McRee R, Heintz MM, Baldwin WS. Inhibition of CYP2B6 does not necessarily alter toxicity except in the case of chemicals with known active metabolites. Abstract #1292, Society of Toxicology meeting, San Antonio, TX, March 2018.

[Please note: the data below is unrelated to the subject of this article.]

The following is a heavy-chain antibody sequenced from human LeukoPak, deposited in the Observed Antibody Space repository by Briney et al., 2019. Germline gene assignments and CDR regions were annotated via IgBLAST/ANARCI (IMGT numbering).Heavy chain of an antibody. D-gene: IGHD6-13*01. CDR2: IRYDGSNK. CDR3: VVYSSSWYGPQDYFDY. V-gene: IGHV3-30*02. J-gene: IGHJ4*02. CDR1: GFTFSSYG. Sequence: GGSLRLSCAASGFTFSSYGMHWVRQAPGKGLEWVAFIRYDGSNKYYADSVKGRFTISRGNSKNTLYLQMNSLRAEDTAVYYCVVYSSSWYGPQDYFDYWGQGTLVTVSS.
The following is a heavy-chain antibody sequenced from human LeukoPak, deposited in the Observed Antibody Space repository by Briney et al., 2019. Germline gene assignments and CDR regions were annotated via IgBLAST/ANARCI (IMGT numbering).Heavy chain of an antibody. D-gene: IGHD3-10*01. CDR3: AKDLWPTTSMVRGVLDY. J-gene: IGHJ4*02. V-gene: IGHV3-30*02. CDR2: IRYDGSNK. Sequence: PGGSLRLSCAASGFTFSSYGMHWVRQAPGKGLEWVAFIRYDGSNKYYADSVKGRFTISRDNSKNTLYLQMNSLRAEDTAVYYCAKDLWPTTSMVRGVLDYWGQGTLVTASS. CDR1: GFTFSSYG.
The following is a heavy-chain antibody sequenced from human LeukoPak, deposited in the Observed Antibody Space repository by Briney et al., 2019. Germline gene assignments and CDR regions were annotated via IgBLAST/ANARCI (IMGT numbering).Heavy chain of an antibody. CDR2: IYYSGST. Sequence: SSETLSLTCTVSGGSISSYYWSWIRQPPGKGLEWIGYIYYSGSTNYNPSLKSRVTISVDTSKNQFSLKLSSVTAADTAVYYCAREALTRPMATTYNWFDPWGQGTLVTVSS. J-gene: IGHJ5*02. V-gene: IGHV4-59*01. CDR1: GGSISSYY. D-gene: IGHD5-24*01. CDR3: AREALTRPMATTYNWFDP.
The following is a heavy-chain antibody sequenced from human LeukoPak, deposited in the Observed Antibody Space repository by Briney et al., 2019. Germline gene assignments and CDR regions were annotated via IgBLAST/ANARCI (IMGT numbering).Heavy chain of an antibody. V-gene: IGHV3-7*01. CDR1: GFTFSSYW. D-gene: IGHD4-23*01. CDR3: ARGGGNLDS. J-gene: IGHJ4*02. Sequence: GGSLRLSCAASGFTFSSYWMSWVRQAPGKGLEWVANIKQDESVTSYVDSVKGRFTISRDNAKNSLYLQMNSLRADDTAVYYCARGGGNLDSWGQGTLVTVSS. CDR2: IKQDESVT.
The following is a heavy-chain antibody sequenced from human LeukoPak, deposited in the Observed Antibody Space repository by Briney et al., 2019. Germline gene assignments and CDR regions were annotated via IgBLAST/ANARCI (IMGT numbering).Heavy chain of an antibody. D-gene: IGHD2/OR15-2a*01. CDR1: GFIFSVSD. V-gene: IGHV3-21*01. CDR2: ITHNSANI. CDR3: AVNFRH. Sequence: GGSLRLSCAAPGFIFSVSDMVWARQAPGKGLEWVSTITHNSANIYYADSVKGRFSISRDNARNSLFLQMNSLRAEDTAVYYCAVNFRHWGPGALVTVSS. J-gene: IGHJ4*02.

CYP2B6, a member of the cytochrome P450 family, metabolizes many xenobiotics, including clinical drugs, environmental toxicants, and endobiotics such as testosterone and fatty acids. We used the Vivid® CYP2B6 (Life Technologies, Grand Island, NY USA) to determine potent inhibitors of CYP2B6 because these compounds have the potential to cause adverse drug reactions and alter endobiotic metabolism. CYP2B6 inhibitors with EC50s significantly lower than 1 μM include endosulfan, parathion, atrazine, and nonylphenol. Those with EC50s near 1 μM include triclosan, arachidonic acid, docosahexaenoic acid (DHA), and lithocholic acid. Several endobiotics have EC50s near 1 μM. Inhibition may perturb metabolism of other chemicals, but it does not necessarily indicate key metabolism leading to detoxification or activation. Therefore, we compared toxicity between HepG2 cells and CYP2B6-transfected HepG2 cells exposed to nonylphenol, clopidogrel, atrazine, parathion, chlorpyrifos, and triclosan as measured in 96-well plates via MTS assays. We are currently treating cells with endobiotics such as polyunsaturated fatty acids. Somewhat surprisingly the presence of CYP2B6 decreased the toxicity of parathion nearly 50% and chlorpyrifos 25% probably through increased production of 3,5,6-tricloro-2-pyridinol and p-nitrophenol, relative to chlorpyrifosoxon and paraoxon, respectively. This is interesting because the primary adverse effects of these chemicals is mediated through the nervous system. In contrast, the presence of CYP2B6 in HepG2 cells slightly increased the toxicity of atrazine (10-15%). The other chemicals were not effected by the presence of CYP2B6. In conclusion, inhibition of CYP2B6 can lead to changes in toxicity for select chemicals.